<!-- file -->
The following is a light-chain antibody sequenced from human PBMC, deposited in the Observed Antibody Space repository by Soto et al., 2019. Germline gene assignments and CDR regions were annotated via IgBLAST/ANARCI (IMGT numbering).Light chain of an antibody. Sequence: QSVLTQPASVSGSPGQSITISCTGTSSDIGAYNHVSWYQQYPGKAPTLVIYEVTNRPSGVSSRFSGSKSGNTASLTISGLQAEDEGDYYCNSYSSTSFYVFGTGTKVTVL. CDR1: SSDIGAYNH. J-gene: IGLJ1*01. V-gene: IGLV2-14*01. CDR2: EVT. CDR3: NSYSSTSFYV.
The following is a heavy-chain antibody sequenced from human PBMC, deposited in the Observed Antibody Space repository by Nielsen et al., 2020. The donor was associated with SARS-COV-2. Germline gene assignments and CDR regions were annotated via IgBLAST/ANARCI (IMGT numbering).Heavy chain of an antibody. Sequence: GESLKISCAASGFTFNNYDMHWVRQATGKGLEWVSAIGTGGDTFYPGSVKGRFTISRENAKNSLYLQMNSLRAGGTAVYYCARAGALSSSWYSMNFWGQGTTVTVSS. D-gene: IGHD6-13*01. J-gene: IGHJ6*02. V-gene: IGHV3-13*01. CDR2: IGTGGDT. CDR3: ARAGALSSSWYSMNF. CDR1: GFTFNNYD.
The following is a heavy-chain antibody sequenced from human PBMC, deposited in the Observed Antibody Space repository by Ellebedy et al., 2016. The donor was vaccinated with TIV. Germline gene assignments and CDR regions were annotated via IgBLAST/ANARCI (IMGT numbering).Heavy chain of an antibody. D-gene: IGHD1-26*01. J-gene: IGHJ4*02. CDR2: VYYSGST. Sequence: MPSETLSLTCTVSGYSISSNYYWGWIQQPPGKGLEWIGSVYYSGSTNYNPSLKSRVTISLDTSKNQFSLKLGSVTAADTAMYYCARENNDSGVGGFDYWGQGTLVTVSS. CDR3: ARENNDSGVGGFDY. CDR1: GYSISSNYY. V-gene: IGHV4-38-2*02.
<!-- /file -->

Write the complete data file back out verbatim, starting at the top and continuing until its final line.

The following is a light-chain antibody sequenced from human PBMC, deposited in the Observed Antibody Space repository by Soto et al., 2019. Germline gene assignments and CDR regions were annotated via IgBLAST/ANARCI (IMGT numbering).Light chain of an antibody. Sequence: QSVLTQPASVSGSPGQSITISCTGTSSDIGAYNHVSWYQQYPGKAPTLVIYEVTNRPSGVSSRFSGSKSGNTASLTISGLQAEDEGDYYCNSYSSTSFYVFGTGTKVTVL. CDR1: SSDIGAYNH. J-gene: IGLJ1*01. V-gene: IGLV2-14*01. CDR2: EVT. CDR3: NSYSSTSFYV.
The following is a heavy-chain antibody sequenced from human PBMC, deposited in the Observed Antibody Space repository by Nielsen et al., 2020. The donor was associated with SARS-COV-2. Germline gene assignments and CDR regions were annotated via IgBLAST/ANARCI (IMGT numbering).Heavy chain of an antibody. Sequence: GESLKISCAASGFTFNNYDMHWVRQATGKGLEWVSAIGTGGDTFYPGSVKGRFTISRENAKNSLYLQMNSLRAGGTAVYYCARAGALSSSWYSMNFWGQGTTVTVSS. D-gene: IGHD6-13*01. J-gene: IGHJ6*02. V-gene: IGHV3-13*01. CDR2: IGTGGDT. CDR3: ARAGALSSSWYSMNF. CDR1: GFTFNNYD.
The following is a heavy-chain antibody sequenced from human PBMC, deposited in the Observed Antibody Space repository by Ellebedy et al., 2016. The donor was vaccinated with TIV. Germline gene assignments and CDR regions were annotated via IgBLAST/ANARCI (IMGT numbering).Heavy chain of an antibody. D-gene: IGHD1-26*01. J-gene: IGHJ4*02. CDR2: VYYSGST. Sequence: MPSETLSLTCTVSGYSISSNYYWGWIQQPPGKGLEWIGSVYYSGSTNYNPSLKSRVTISLDTSKNQFSLKLGSVTAADTAMYYCARENNDSGVGGFDYWGQGTLVTVSS. CDR3: ARENNDSGVGGFDY. CDR1: GYSISSNYY. V-gene: IGHV4-38-2*02.